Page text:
Experimental Physics Classes
Written by Don Smith, 19 December 2007
(Updated by Don Smith, 23 January 2017) (After a document by Rexford Adelberger, 2002)
When you wish to do an experiment at the physics facility at Guilford College, you first must write a proposal to do this research. The proposal is patterned after proposals for funding that are submitted to the National Science Foundation, one of the principal governmental agencies that fund physics research in the USA.
The proposal should be written by the experimental group and submitted by the Principle Investigator to the GCPD electronically (by uploading the file to Moodle). The proposal should be a PDF file created with LaTeX. A template file will be provided.
Each proposal should contain the following sections:
A concisely written paragraph that outlines the project; its goals, means, and plans to achieve these goals. Basically an abstract.
Shows where to find the various parts of the proposal. (LaTeX will create this automatically.)
A detailed explanation of what you want to do. It should contain a background section that tells about previous work done on this topic. You should carefully explain how you intend to do the experiment. You also should discuss how you will know when you are done with the experiment. Diagrams of experimental set-up are useful in describing what you are planning to do. You should tell the expected outcomes of the project.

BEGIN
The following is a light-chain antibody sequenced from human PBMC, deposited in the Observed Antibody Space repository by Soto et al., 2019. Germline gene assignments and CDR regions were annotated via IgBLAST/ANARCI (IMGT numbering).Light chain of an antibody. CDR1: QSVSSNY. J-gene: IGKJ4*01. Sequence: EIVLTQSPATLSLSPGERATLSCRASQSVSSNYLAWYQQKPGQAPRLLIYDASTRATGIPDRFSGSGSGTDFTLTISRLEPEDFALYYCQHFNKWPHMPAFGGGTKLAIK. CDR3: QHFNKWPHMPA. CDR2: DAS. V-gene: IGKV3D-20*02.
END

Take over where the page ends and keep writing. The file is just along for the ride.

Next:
This is where you make your case. Everything you say should support your implicit claim that your project is worth funding, that you have the necessary skills and expertise to successfully complete it, and that you have designed the best possible way to execute the project. Make sure you address those issues in your project description. If you are bringing someone on board to help you in some aspect of the project, clarify that here and explain what skills that person will bring to the project. Finally, you should have a paragraph that addresses the "broader impact" of your work. How will society be affected by knowing the constant that you are proposing to measure? (For this class, all you have to do is figure out how knowing the constant has affected society and write that in the future tense.) NSF currently requires all proposals to address the broader impact of their work, so I am including this part here as part of our "game" of modelling the actual process of doing science.
Successful proposals in the real world usually follow the following steps: 1. Problem X is interesting and important, but... 2. Issue Y remains poorly studied. 3. A better understanding of Y would be useful because..., so 4. Here is how I plan to address it, and 5. here is why I will be successful. See also this description of how to write a successful proposal.
You should start a BibTeX database. We will go over how to do this in class. If you do it correctly, LaTeX will take care of all the references for you. Remember that you have to run LaTeX twice, then BibTeX twice, then LaTeX twice again to make sure everything is up to date. (Overleaf does this repetition automatically.)
You should develop a time line for when you will set up, do, analyze, and publish the experiment. You should make clear the responsibilities of the other members of the experimental group. Include the due dates for the class assignments, but break down exactly what you will be doing on your experiment into major tasks, like "purchase all equipment", "carry out initial tests", "complete data-taking phase", or "complete statistical anaylsis". That sort of thing.
This important section lists any special facilities, equipment and other stuff that you will need to complete the proposed project. If we need to purchase equipment or have other real costs, you need to document them.